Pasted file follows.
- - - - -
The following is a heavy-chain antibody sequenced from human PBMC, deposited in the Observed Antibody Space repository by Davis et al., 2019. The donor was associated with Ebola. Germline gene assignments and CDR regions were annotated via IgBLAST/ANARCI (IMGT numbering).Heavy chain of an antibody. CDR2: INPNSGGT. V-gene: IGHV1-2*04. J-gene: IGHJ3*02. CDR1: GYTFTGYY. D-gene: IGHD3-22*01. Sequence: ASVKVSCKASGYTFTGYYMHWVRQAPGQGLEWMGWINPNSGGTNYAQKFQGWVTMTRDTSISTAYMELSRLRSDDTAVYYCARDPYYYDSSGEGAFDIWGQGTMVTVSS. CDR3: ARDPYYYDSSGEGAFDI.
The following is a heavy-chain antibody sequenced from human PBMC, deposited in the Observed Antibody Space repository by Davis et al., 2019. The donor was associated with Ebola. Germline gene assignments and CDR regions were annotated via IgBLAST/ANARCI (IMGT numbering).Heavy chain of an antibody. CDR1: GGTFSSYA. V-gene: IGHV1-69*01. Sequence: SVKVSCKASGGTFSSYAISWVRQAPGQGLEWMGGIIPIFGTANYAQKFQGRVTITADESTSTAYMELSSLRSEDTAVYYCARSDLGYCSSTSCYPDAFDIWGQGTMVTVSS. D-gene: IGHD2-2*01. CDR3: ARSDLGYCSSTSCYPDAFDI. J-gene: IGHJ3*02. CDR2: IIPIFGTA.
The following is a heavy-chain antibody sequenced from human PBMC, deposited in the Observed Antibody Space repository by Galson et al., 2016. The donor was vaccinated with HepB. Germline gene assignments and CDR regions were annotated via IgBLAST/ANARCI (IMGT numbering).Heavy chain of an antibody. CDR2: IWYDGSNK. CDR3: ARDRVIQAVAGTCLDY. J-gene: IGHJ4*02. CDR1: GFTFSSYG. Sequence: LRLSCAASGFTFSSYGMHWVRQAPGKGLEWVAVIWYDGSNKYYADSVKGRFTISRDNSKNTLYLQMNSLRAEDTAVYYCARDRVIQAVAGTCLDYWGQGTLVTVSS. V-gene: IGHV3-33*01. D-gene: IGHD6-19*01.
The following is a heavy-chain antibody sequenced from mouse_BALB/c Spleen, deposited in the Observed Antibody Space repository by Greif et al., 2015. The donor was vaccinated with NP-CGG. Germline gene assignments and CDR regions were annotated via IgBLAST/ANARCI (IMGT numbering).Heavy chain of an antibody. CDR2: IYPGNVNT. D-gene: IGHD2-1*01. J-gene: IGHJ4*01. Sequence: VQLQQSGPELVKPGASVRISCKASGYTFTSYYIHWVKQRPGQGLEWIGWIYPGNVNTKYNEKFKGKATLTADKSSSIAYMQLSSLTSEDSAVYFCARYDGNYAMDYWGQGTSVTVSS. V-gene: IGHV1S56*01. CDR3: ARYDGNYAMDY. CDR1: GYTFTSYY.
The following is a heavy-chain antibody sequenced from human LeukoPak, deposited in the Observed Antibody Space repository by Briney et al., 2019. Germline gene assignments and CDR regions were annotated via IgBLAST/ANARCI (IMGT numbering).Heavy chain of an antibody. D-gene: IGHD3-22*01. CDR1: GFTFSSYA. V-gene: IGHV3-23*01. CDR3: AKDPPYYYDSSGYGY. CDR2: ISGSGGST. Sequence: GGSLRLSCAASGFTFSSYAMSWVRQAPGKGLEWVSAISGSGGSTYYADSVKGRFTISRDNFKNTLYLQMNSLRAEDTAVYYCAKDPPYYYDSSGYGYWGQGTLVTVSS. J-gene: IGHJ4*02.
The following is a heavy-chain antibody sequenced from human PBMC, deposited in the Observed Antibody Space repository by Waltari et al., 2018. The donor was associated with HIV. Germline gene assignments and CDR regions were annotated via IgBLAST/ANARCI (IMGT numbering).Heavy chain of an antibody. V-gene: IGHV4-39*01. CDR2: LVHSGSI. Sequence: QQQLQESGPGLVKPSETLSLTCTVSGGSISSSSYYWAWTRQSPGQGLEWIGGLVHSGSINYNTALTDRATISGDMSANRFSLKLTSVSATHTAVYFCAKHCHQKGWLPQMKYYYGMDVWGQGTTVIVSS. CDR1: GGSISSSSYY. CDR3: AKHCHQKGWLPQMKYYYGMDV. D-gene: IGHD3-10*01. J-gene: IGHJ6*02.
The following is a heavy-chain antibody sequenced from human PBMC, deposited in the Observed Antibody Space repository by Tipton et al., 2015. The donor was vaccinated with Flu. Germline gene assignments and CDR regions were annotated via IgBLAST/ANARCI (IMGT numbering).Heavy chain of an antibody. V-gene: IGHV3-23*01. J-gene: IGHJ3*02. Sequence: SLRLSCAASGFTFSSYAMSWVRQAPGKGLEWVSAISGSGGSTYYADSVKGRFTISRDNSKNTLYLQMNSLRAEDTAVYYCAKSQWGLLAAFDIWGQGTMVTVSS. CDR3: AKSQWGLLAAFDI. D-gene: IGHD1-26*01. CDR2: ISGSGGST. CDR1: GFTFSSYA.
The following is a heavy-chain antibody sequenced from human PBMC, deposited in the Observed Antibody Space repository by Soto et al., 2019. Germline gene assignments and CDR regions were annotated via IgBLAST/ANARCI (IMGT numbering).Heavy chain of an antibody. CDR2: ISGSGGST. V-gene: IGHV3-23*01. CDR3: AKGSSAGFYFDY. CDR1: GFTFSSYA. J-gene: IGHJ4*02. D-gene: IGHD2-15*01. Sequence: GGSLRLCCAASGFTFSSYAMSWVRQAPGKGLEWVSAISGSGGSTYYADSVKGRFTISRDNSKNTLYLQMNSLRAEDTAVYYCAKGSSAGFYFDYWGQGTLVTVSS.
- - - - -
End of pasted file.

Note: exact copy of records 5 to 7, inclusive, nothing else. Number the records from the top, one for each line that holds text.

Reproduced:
The following is a heavy-chain antibody sequenced from human LeukoPak, deposited in the Observed Antibody Space repository by Briney et al., 2019. Germline gene assignments and CDR regions were annotated via IgBLAST/ANARCI (IMGT numbering).Heavy chain of an antibody. D-gene: IGHD3-22*01. CDR1: GFTFSSYA. V-gene: IGHV3-23*01. CDR3: AKDPPYYYDSSGYGY. CDR2: ISGSGGST. Sequence: GGSLRLSCAASGFTFSSYAMSWVRQAPGKGLEWVSAISGSGGSTYYADSVKGRFTISRDNFKNTLYLQMNSLRAEDTAVYYCAKDPPYYYDSSGYGYWGQGTLVTVSS. J-gene: IGHJ4*02.
The following is a heavy-chain antibody sequenced from human PBMC, deposited in the Observed Antibody Space repository by Waltari et al., 2018. The donor was associated with HIV. Germline gene assignments and CDR regions were annotated via IgBLAST/ANARCI (IMGT numbering).Heavy chain of an antibody. V-gene: IGHV4-39*01. CDR2: LVHSGSI. Sequence: QQQLQESGPGLVKPSETLSLTCTVSGGSISSSSYYWAWTRQSPGQGLEWIGGLVHSGSINYNTALTDRATISGDMSANRFSLKLTSVSATHTAVYFCAKHCHQKGWLPQMKYYYGMDVWGQGTTVIVSS. CDR1: GGSISSSSYY. CDR3: AKHCHQKGWLPQMKYYYGMDV. D-gene: IGHD3-10*01. J-gene: IGHJ6*02.
The following is a heavy-chain antibody sequenced from human PBMC, deposited in the Observed Antibody Space repository by Tipton et al., 2015. The donor was vaccinated with Flu. Germline gene assignments and CDR regions were annotated via IgBLAST/ANARCI (IMGT numbering).Heavy chain of an antibody. V-gene: IGHV3-23*01. J-gene: IGHJ3*02. Sequence: SLRLSCAASGFTFSSYAMSWVRQAPGKGLEWVSAISGSGGSTYYADSVKGRFTISRDNSKNTLYLQMNSLRAEDTAVYYCAKSQWGLLAAFDIWGQGTMVTVSS. CDR3: AKSQWGLLAAFDI. D-gene: IGHD1-26*01. CDR2: ISGSGGST. CDR1: GFTFSSYA.